The following could have shown up as an exercise in a basic Abstract Algebra text, and if anyone can give me a reference, I will be most grateful.

Consider a set X with an associative law of composition, not known to have an identity or inverses. Suppose that for every g∈X, there is a unique x∈X with gxg=g. Show that X is a group.

Note that I’m not asking for a proof (though a really short one would please me!), just some place where this has been published.

**Answer**

I believe this is well-known to those working in regular/inverse semigroups. So well-known in fact that one can even find proofs on the web, e.g. see this proof on PlanetMath. Alas, I cannot recall the history of this result, though I vaguely recall reading something about such decades ago.

For completeness, I reproduce below the proof presented on PlanetMath (slightly edited).

**Theorem** A non-empty semigroup S is a group if and only if for every x∈S there is a unique y∈S such that xyx=x.

**Proof** Suppose that S is a non-empty semigroup, and for every x∈S there is a unique y∈S such that xyx=x. For each x∈S, let x′ denote the unique element of S such that xx′x=x. Note x(x′xx′)x=(xx′x)x′x=xx′x=x, so, by uniqueness, x′xx′=x′, and therefore x=x″.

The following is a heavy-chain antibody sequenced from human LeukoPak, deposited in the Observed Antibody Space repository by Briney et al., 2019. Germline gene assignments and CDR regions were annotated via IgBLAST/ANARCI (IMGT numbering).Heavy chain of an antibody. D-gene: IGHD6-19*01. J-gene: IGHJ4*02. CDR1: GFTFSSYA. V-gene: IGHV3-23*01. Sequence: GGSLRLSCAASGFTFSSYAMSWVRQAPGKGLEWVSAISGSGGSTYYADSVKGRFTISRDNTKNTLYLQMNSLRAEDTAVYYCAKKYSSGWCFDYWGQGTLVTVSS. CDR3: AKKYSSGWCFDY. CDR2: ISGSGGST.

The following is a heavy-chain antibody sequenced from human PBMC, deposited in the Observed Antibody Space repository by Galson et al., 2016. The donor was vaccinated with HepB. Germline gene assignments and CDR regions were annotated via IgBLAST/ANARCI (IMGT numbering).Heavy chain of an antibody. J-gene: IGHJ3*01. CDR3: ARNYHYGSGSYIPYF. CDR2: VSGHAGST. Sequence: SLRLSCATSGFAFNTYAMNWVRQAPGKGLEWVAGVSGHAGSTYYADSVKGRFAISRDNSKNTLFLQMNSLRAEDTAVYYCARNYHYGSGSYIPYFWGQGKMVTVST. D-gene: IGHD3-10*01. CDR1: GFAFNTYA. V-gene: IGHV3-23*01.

For any x∈S, the element xx′ is idempotent, by (xx′)2=(xx′x)x′=xx′. As S is nonempty, we infer that S has at least one idempotent. If i∈S is idempotent, then ix=ix(ix)′ix=ix(ix)′iix, so, by uniqueness, (ix)′i=(ix)′, hence (ix)′=(ix)′(ix)″(ix)′=(ix)′ix(ix)′=(ix)′x(ix)′, so, by uniqueness, x=(ix)″=ix. So every idempotent i is a left identity, and, by a symmetry, a right identity. Therefore, S has at most one idempotent element. Combined with the previous result, this means that S has exactly one idempotent element, denoted e . We have shown that e is an identity, and that xx′=e for each x∈S, hence S is a group.

Conversely, if S is a group then xyx=x clearly has a unique solution, namely y=x−1.

**QED**

**Attribution***Source : Link , Question Author : Lubin , Answer Author : Bill Dubuque*